The term ‘daemon’, though, can be used in a looser sense, as Sir Julian Huxley clearly used it in his own case. As the grandson of T. H. Huxley, ‘Darwin’s bulldog’, and the son of Leonard Huxley, one of the most eminent literary figures of the twentieth century, Julian was ‘born with great advantages, genetic and cultural’, as he put it in his autobiography. In his youth he had been too timid, too unsure of himself, to exploit them; yet he felt driven relentlessly, until he had overcome his timidity. ‘Looking back, I seem to have been possessed by a demon, driving me into every sort of activity and impatient to finish anything I had begun. ’ It pushed him also into a great diversity of interests, to the irritation of some of his more specialist-oriented colleagues - but ultimately qualifying him to be offered the role of the first director-general of UNESCO.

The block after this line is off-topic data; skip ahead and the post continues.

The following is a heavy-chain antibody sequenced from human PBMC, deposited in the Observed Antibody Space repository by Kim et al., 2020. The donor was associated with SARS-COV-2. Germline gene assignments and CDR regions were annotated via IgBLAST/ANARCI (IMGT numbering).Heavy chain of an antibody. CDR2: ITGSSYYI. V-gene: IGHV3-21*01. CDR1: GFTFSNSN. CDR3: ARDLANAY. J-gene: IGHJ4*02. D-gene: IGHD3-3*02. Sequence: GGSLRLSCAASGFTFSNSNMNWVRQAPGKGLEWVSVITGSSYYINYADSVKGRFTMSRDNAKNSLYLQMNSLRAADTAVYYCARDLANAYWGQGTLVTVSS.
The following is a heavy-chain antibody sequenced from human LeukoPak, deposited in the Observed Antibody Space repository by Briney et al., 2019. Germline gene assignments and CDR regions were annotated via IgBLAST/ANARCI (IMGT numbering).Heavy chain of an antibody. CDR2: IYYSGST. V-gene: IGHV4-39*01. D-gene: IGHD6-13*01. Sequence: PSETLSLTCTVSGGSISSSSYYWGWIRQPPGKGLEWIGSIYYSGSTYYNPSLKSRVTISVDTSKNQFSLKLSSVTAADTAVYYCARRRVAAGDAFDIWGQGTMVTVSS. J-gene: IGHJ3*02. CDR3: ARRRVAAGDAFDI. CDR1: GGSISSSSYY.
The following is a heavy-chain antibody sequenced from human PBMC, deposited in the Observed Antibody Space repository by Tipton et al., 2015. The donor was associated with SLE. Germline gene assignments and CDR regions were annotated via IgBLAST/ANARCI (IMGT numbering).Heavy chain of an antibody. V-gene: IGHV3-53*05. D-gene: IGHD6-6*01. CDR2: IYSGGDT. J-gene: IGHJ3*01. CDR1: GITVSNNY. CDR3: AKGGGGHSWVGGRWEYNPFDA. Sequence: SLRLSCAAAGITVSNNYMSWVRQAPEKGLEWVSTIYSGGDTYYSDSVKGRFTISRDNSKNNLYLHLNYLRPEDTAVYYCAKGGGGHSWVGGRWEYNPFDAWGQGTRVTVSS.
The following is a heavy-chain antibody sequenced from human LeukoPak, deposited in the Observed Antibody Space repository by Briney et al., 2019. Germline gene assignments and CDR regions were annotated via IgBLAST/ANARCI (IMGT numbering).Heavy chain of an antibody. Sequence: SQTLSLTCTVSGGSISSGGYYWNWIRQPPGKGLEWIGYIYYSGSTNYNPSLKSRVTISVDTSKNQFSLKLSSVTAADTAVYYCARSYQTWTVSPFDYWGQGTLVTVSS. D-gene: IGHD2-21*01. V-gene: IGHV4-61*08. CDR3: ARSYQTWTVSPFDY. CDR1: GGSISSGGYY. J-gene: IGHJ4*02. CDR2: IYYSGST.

Huxley may well have used the phrase ‘possessed by a demon’ in one of its colloquial senses, implying little more than that there was an unconscious determination to succeed in spite of diffidence - as in Bernard Shaw’s case, when he felt compelled to get up and make speeches at meetings in order to banish his nervousness. In such cases, the prompting often appears to be similar to ‘the voice of conscience’ - childhood conditioning about right and wrong returning to nag. Yet in others, this explanation is unsatisfactory as the nineteenth-century positivists clearly recognised. They did not dispute that Socrates and Joan of Arc heard voices; they simply diagnosed the voices as symptomatic of mental instability. In this, they harked back to Dryden: “Great wits are oft to madness near allied And thin partitions do their bounds divide”.